Notes on the Nembutsu
Reflections on the wasan of Shinran

Koso Wasan 21

Our teacher, Master T'an-luan,
Through the guidance of Bodhiruchi,
Burned his scriptures on immortality, discarding them forever,
And deeply took refuge in the Pure Land.

Master T'an-luan

T'an-luan was born in the north of China in 476 and died in 542. The Ch'i dynasty was in the ascendency at the time of his birth and, during his life-time the poet Hsiao Yen rose from common stock to become Emperor Wu of Liang. Emperor Wu was a devout follower and patron of the Buddha Dharma and is still remembered for his fine poetry. Wu of Liang is also known for his zealous persecution of the (Nestorian) Christians and his famous conversation with Bodhidharma.

Bodhidharma was an Indian traveller. The twenty-eighth patriarch of the Dhyana (zen) School, he was also a contemporary of T'an-luan. The Dhyana school had its philosophical basis in Yogacara but its practical elements were (and still are) held in common with Patanjali's Yoga system. Called to an audience with the Emperor in 520, the Emperor opened the conversation with Bodhidharma by asking, 'Since I became Emperor, I have built many monasteries, copied many sutras and invested many monks and nuns. How great is my merit?'

Bodhidharma replied, 'No merit.'

'What, then,' asked the Emperor, 'is the Highest Noble Truth?'

Bodhidharma said, 'No nobility, only emptiness.'

Exasperated by this, the Emperor asked, 'Who is standing before me now?'

But he did not understand the answer, which was, 'I don't know.'

After that encounter Bodhidharma travelled to the Shao-lin Temple on Mount Wu-t'ai and sat for nine years in front of the 'blue cliff'.

Another notable person who lived during T'an-luan's time was the philosopher T'ao Hung-ching. T'ao Hung-ching is said to have been the person who gave T'an-luan a Taoist treatise on longevity. Although T'an-luan was a teacher in the Four Treatise School of the Madhyamika, he sought out T'ao Hung-ching during a time of illness, having become acutely concerned about his mortality. At this time T'ao Hung-ching was the director of a Taoist religious community near Nanking. This community was composed of married men and women and their families. The rule that T'ao Hung-ching developed for the community was to become the Mao Shan school of Tao. T'ao Hung-ching produced major works of Chinese literature, most notably the T'u ching yen i pen ts'ao, a classic of pharmacology.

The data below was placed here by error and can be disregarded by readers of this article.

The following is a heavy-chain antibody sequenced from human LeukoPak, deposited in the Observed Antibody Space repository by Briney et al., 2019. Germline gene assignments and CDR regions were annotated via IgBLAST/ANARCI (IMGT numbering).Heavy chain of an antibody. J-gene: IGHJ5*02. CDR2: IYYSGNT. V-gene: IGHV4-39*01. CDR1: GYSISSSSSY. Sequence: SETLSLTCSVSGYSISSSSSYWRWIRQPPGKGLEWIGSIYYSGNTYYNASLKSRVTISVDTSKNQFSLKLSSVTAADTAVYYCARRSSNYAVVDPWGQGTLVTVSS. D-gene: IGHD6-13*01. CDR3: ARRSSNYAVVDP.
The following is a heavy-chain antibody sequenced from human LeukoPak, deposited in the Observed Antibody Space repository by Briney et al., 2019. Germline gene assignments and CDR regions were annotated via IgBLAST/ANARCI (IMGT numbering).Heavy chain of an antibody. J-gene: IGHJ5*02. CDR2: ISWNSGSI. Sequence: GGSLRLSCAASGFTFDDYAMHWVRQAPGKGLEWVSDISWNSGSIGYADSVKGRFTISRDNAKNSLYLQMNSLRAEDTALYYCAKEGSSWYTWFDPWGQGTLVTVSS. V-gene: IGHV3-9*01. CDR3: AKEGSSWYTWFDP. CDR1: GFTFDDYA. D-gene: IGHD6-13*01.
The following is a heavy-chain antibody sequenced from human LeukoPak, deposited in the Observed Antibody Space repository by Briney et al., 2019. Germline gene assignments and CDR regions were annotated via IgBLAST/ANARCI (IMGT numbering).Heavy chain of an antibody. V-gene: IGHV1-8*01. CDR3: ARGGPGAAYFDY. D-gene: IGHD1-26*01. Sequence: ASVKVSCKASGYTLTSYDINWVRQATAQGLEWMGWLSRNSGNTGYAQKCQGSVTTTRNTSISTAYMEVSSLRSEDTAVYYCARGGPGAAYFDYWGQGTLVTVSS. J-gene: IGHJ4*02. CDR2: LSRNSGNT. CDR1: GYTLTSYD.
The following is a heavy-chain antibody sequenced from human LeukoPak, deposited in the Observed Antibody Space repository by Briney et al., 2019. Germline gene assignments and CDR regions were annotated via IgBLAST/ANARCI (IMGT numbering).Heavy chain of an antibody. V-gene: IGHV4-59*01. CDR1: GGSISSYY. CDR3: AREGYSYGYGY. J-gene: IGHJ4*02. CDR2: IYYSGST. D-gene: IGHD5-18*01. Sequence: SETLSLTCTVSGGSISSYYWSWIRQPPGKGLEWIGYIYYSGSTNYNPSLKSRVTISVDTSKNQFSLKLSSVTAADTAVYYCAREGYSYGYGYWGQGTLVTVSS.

I always wonder if it was this book that T'an-luan burnt in the process of his conversion to the Pure Land way. In any case, it seems to me to be doubtful that T'an-luan was ever a convinced and practicing Taoist. His career seems to have begun in the Four Treatise (shiron) School and to have moved to a greater emphasis on the teachings of the Larger and Contemplation Sutras which had come into circulation by the time of T'an-luan's birth.

On the other side of the Eurasian continent, the seat of power centered in Rome collapsed completely in the exact year of T'an-lan's birth. The Roman Empire under Justinian I consolidated its power in Byzantium, which was soon to govern even the Italian peninsular and much of north Africa. Twenty-eight years after T'an-luan's death Mohammed was born. His remarkable achievement, as everyone knows, was to introduce a montheistic religion based on devotion and obedience to Allah, the principal deity of the Arabian pantheon (ka'aba) in Mecca. 'Islam' was a religion which would, in centuries to come, attract millions of disengaged lay Buddhists who flocked into its fold - in central Asia, India and in Indonesia, too. In contrast to this, in T'an-laun's China, the dharma was at the beginning of an era of great flowering and the vigour and creativeness of Chinese intellectual and spiritual life would give us remarkable sages like T'an-luan; and inspire thousands to follow great Indian yogis like Bodhidharma.

In T'an-luan's time the Madhyamika School of Nagarjuna seems to have been thriving in China but it took two forms. One was the 'Three Treatise School', which based its teaching on two works by Nagarajuna and one by his pupil Aryadeva. To this T'an-luan's 'Four Treatise' School (shiron) added the Prajnaparamita Shastra, another work by Nagarjuna.

T'an-luan was ordained at the age fifteen and soon became a distinguished Madhyamika teacher. His work as a philosopher, however, was struck down when he succumbed to serious illness. His academic work and his remarkable ability as a teacher and philosopher completely failed him in the face of life-threatening illness. His self-confidence and esteem were no doubt shaken to their roots.

T'an-luan's experience is something he shares in common with all other human beings. Brilliance, skill, talent and intellectual power are often overthrown by the raw realities of life. In such circumstances a teaching that may have hitherto seemed utterly implausible and fatuous suddenly reveals itself as adamantine truth.

This is something that many of us experience and it is most encouraging to know that there is, for this, an ancient precedent - for which T'an-luan is one of the most remarkable and striking examples.

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